[This Cochran holding only relates to defendant’s argument that the evidence was insufficient to support the verdict, not to his claim that the trial judge erred in her instructions to the jury.]

Thomas:

Holding: No reasonable jury could find that defendant entered or remained “unlawfully in a building,” for purposes of burglary, where defendant entered and remained in a store that was open to the public and where the area he entered behind the counter was not a “separate unit, such as but not limited to separate apartments, offices or rented rooms,” as stated in the definition of building.

Baker:

Holding: An automobile is a “building”under the statutory definition, which states that “[b]uilding in addition to its ordinary meaning, includes any … vehicle,” and therefore when defendant set fire to his car the evidence showed that he “intended to destroy or damage a building” as required to be convicted of arson in the second degree.

[key words of the statute + material facts + the “ultimate” question / conclusion]

Stewart Hypos

Assume the Supreme Court in Stewart reversed the judgment of conviction and entered a judgment of acquittal on the grounds that the evidence was legally insufficient for any reasonable jury to find the defendant guilty of arson. [Recall that what the Court actually did was reverse and order a new trial on the grounds that the jury verdict was against the weight of the evidence.]

1. A week later a Connecticut court hears case in which the defendant (Abe) is charged with arson for burning down a barn belonging to Victor that was 18 rods away from Victor’s dwelling house and separated from it by a highway. If Abe files a motion for judgment of acquittal, how should the court decide? Why?

Same as Stewart and acquit

2. A week after the Stewart decision a Connecticut court he

ally Slater or Smith.

> Does the appeal court accept these arguments? Why not?

Arson is crime against persons not property. Maynard’s case makes clear occupancy is rule for whether it is your dwelling.

House separated into two dwellings is treated as two separate dwellings. Court says that Toole’s apartment was part of Slater’s dwelling house and therefore Toole burning it was threating Slater dwelling à arson. Like venn diagram, all of Toole’s dwelling is part of Slater’s so Toole burning own is burning Slater’s.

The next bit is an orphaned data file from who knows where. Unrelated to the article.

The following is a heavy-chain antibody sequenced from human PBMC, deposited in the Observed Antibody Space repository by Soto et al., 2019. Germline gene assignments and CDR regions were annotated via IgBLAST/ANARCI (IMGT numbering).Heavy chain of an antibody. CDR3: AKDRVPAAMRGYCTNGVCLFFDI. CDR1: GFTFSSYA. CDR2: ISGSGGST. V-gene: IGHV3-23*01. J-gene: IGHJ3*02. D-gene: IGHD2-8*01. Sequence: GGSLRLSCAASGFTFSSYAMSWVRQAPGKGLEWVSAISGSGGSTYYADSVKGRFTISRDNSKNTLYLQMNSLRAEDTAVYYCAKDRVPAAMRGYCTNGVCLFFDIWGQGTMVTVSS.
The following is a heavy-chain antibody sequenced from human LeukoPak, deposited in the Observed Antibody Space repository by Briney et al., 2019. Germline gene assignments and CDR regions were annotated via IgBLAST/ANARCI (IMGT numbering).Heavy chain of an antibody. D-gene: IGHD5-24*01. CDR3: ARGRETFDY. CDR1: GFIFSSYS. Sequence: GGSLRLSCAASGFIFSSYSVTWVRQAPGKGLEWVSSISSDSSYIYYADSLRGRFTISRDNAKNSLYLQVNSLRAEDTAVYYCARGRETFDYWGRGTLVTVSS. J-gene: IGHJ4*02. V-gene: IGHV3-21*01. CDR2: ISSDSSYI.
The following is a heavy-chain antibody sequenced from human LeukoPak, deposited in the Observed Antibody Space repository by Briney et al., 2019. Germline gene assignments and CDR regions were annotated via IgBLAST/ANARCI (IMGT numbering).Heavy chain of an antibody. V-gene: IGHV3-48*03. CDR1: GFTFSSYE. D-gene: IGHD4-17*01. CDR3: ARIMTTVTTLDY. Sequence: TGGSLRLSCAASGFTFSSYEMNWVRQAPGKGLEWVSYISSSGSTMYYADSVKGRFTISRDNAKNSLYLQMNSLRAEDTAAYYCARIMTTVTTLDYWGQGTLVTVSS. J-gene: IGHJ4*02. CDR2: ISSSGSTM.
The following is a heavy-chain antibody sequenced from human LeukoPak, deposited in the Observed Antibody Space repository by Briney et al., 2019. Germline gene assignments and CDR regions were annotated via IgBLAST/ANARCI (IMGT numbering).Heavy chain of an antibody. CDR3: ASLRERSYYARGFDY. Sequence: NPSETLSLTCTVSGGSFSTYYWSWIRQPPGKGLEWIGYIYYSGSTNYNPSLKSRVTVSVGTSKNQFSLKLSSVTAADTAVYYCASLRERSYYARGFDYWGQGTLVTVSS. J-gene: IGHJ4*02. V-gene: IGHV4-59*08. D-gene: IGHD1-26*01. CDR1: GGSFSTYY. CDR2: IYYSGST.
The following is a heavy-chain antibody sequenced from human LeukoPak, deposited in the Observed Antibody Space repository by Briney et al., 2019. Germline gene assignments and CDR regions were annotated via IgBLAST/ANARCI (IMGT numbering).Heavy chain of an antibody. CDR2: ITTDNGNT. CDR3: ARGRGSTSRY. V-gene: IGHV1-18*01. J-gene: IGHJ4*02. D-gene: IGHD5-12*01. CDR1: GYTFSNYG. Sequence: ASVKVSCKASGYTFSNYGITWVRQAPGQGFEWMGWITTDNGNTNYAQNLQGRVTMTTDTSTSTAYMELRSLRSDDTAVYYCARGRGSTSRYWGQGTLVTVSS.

> Can we synthesize the decisions in Stewart, McGowan, and Toole and articulate “rules” that these cases stand for as a group?

1861, Connecticut.

Arson is willful and malicious burning or firing of an inhabited and finished dwelling house of another, and all parcels sufficiently close to dwelling thereof

Statutory Interpretation

-Courts are supposed to be effectuating will of lawmakers; implement and apply words used by legislature and apply legislative intent

-Issue and holding statements w/ statutes need to include precise words of statutes that are being interpreted, the material facts to which they are applied and ultimate question of significatnce

-Need to consider textual context as well as just text in question
-sentence structure, order of words, punctuation important in interpretating

e.g. Conneticcut Arson Statutes

Elements of Arson
1. w/ Intent to destroy or damage
2. a building
3. he starts a fire or explosion

AND (must meet one of the following):
-building is inhabited or D. has reason to believe it is
-any other person is injured directly or indirectly
-purpose of fire was to collect insurance proceeds
-peace officer is subjected to substantial risk of bodily injury at scene

-Differences between old definitions
-building instead of dwelling
-arson can be burning your own building if one of elements above are met
-more specific expansions to protect people
-generally more nuanced and detailed

FRCP and FRCrP govern proceedings in trial courts (not appellate)
-are like statutes but not formally adapted as statutes
-congress has period to approve, if they don’t within 90 days they are as good as law

JMT as Matter of Law = JMT Notwithstanding the verdict
JMT of Acquittal = in arrest of JMT

MTN New Trial